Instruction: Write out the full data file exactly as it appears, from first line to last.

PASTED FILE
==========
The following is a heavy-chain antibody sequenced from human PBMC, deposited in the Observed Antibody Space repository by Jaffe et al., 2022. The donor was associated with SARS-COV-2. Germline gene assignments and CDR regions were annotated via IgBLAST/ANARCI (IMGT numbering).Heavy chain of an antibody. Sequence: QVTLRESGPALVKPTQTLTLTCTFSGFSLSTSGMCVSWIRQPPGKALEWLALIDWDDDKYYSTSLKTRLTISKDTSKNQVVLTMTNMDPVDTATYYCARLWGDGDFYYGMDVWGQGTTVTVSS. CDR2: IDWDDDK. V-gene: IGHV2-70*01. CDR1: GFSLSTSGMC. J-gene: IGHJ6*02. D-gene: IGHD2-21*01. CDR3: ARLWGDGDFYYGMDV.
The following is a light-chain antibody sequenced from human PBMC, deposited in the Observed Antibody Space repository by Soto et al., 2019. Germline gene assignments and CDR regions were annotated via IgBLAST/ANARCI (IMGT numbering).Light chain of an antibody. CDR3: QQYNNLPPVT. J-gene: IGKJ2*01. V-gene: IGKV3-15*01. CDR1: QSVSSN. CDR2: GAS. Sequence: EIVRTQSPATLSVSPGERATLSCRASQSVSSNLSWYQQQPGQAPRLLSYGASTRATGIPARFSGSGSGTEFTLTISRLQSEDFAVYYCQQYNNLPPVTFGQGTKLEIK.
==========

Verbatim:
The following is a heavy-chain antibody sequenced from human PBMC, deposited in the Observed Antibody Space repository by Jaffe et al., 2022. The donor was associated with SARS-COV-2. Germline gene assignments and CDR regions were annotated via IgBLAST/ANARCI (IMGT numbering).Heavy chain of an antibody. Sequence: QVTLRESGPALVKPTQTLTLTCTFSGFSLSTSGMCVSWIRQPPGKALEWLALIDWDDDKYYSTSLKTRLTISKDTSKNQVVLTMTNMDPVDTATYYCARLWGDGDFYYGMDVWGQGTTVTVSS. CDR2: IDWDDDK. V-gene: IGHV2-70*01. CDR1: GFSLSTSGMC. J-gene: IGHJ6*02. D-gene: IGHD2-21*01. CDR3: ARLWGDGDFYYGMDV.
The following is a light-chain antibody sequenced from human PBMC, deposited in the Observed Antibody Space repository by Soto et al., 2019. Germline gene assignments and CDR regions were annotated via IgBLAST/ANARCI (IMGT numbering).Light chain of an antibody. CDR3: QQYNNLPPVT. J-gene: IGKJ2*01. V-gene: IGKV3-15*01. CDR1: QSVSSN. CDR2: GAS. Sequence: EIVRTQSPATLSVSPGERATLSCRASQSVSSNLSWYQQQPGQAPRLLSYGASTRATGIPARFSGSGSGTEFTLTISRLQSEDFAVYYCQQYNNLPPVTFGQGTKLEIK.